As a TV reality star and advocate, Siggy Flicker takes on anti-Semitism and Holocaust education.
Photos courtesy of Siggy Flicker
If you’re a fan of Real Housewives of New Jersey, you know exactly who Siggy Flicker is.
If you’ve never seen an episode in your life, you’ll want to get to know her. Because she’s much more than just Real Housewives of New Jersey (RHONJ).
You can get your chance on Wednesday, Oct. 16, when she will speak at Temple’s Israel’s Sisterhood Opening Program.
Known for her enormous heart, and possibly even bigger personality — which has no problem standing up to any troubles that come her way — Siggy first dazzled her way into the public eye as a relationship specialist and a matchmaker, with 20 years of experience, on her VH1 reality show Why Am I Still Single?
She’s guested on Good Morning, America, Dr. Phil and Wendy Williams and written columns for Marie Claire magazine and more. (Fun fact: Siggy’s divorce from first husband, Mark Flicker, was so civilized that he was best man at her wedding to her current husband, “lid-to-her-pot” Michael Campanella.)
After turns on Seasons 7 and 8 on RHONJ, she emerged from the franchise transformed — and dedicated to being a champion of Holocaust education and a voice against anti-Semitism.
Sigalit Paldiel never knew her maternal grandfather — he was killed in the Israeli War of Independence. Her Sephardic mother, Rachel, “broke her water in an Israeli bomb shelter,” Siggy says, “while my dad was fighting in the Six-Day War. His unit was responsible for liberation of the (Western) Wall in the Old City. And that’s how I was born.”
Siggy’s dad, Dr. Mordecai Paldiel, was born in Antwerp and escaped the Germans as a child in Evian, France, with his family. He grew up to be a Holocaust scholar and professor who ran the division of the Righteous Among the Nations at Yad Vashem in Israel for more than 24 years.
“He was personally responsible for honoring 18,000 Righteous Gentiles — including the priest in Evian who helped his family over the border to Switzerland,” Siggy says. “I grew up knowing the meaning of history.”
Siggy’s father’s family was eventually reunited by way of Borough Park, Brooklyn, before he joined the Israel Defense Forces. There, he met her Israeli mom, who ultimately became a U.S. citizen and raised her own family in Cherry Hill, N.J., before they all returned to Israel again. But the independent Siggy decided to return to the U.S. on her own to attend Monmouth College in New Jersey.
Eventually landing on RHONJ, Siggy accused a fellow Housewife of anti-Semitism on Season 8 when she directed this whopper at Siggy during an argument at a fashion show:
“But, Siggy, Hitler would have not killed me. Does that make him a good person?”
“Something woke up inside of me and I decided, ‘This is it,’” Siggy says. “My kids and husband were never fans of me being on the show, and I felt like it was staged, and production was telling the girls to continue targeting me. I felt like I was being butchered 14 hours a day.
“And I wouldn’t keep quiet about it,” she adds. “I’m too authentic. I posted my resignation online, listing the reasons I was leaving. They asked me to take it down. I refused.
“From that, the lion inside me roared. It was a moment in my life that I had to choose a road — keep quiet or stand up. All those years when I was growing up, on Shabbat, my dad would tell stories. I would say, ‘Lamah, lamah? Why do we need to hear the same stories?’ He would say, ‘If we don’t tell stories from the past, we have no future.’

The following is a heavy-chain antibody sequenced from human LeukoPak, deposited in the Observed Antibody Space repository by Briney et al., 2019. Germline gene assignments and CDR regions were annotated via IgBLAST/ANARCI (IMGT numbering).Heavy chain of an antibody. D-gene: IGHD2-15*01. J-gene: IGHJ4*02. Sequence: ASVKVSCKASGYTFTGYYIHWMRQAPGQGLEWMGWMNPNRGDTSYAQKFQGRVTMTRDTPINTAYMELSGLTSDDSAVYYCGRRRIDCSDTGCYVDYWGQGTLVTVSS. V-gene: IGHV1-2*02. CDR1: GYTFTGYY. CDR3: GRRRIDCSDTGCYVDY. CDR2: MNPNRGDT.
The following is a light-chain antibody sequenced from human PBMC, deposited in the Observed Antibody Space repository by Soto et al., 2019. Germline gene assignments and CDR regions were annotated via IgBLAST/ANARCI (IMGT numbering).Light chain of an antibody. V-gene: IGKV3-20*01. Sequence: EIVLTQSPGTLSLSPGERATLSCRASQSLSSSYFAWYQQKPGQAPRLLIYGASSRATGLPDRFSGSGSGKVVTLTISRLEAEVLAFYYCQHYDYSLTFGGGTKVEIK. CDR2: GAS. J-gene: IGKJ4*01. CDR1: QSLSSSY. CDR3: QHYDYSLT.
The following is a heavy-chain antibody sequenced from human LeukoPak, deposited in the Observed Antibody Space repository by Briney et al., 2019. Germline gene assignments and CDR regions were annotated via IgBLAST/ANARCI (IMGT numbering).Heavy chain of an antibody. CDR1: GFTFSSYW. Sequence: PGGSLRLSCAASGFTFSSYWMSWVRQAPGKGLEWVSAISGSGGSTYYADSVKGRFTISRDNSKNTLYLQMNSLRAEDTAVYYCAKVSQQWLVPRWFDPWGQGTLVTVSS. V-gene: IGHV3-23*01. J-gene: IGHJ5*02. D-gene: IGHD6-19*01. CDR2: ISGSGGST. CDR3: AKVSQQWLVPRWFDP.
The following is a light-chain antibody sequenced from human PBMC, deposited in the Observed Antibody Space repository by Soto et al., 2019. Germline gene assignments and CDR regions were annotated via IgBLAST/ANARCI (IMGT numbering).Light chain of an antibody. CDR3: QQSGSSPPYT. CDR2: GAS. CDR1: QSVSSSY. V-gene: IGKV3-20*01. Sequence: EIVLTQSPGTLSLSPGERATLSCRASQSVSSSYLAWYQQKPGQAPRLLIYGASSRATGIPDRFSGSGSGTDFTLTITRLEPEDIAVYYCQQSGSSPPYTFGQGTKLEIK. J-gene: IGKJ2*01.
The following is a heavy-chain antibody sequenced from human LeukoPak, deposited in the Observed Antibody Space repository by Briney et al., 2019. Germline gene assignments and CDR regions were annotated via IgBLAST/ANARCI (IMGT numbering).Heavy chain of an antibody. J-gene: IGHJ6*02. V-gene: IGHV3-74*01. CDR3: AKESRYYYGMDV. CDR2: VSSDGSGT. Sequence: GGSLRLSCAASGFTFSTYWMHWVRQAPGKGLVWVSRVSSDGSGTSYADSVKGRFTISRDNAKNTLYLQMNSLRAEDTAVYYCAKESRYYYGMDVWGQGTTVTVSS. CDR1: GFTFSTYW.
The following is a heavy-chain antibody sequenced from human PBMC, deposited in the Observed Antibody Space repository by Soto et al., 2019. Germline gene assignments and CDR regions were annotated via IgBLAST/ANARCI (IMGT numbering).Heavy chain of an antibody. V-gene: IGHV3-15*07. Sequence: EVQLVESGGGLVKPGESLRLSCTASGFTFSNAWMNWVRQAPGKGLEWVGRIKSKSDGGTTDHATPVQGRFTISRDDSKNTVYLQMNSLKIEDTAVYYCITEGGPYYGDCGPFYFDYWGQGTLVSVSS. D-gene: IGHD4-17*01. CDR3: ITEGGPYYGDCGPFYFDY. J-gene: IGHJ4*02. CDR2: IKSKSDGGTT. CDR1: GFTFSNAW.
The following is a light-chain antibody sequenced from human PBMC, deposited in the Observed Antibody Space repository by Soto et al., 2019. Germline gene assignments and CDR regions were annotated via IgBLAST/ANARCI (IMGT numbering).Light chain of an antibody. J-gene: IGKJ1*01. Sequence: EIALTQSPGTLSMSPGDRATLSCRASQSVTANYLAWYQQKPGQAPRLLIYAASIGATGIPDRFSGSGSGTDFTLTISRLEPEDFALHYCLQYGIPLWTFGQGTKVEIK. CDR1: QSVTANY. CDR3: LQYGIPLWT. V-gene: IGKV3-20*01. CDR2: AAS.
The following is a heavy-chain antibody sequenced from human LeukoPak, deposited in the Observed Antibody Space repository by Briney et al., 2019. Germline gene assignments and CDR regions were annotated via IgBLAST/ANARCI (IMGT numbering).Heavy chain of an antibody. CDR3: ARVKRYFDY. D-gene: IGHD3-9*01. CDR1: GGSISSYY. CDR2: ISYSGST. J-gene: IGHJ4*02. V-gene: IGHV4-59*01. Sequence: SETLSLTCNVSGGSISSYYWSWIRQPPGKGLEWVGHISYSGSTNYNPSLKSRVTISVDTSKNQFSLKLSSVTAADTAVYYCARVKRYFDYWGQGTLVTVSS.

“Now, just two years after Housewives, anti-Semitism is on the rise. Now more than ever, it’s important to stand up.”
Referencing her 2015 book, Write Your Own Fairytale, and its message #KnowYourWorth, Siggy is now applying beyond the personal to the national: #KnowIsraelsWorth.
“Organizations are coming to me, saying, ‘We love you and your big mouth; we love that you speak up,’” Siggy says. “I don’t care about your political views. I want to educate.”
And though Siggy is loud and passionate, funny and animated, she is sharp — and knows her stuff. She can rattle off the history of Israel, dates, numbers, wars lost and won. And she can tell you what we need to do to counter the Boycott, Divestment, Sanctions (BDS) movement, whose goal is to weaken Israel and is gaining the support of college students, professors and celebrities.
“I will crush those false narratives that they tell,” Siggy says. “I will give Israel the PR that it needs right now to match BDS. Americans don’t understand that this is not about land. This is about hatred. We’ve offered peace 52 times and we’ve been denied 52 times. This is not a Jewish problem; it’s a world problem.”
Siggy’s schedule is jam-packed with speaking engagements across the country, being honored in Israel, visiting Poland and Auschwitz. She has a children’s book, Be the Jewish Star You Are, hitting bookstores soon. In her efforts to reverse the common misconceptions about the Occupation and that Israel is an apartheid state, she is planning a series of missions to Israel, hoping they become mini-documentaries.
“I want to showcase how every religion started out in Israel. I want to show the Jewish things, but I want to show what living in Israel is really like. I want to show my beloved homeland as it is, with Jews, Arabs, Muslims and Christians living together, all desiring the same thing: peace.
“And,” she says, “to remember that we are survivors.”
Temple Israel’s Sisterhood Opening Program will feature special guest Siggy Flicker, 7 p.m. Wednesday, Oct. 16. Complimentary for Sisterhood members; $60 for non-members. RSVP by Oct. 7 at temple-israel.org/sisterhood. Email Michelle Silber at firstname.lastname@example.org with questions.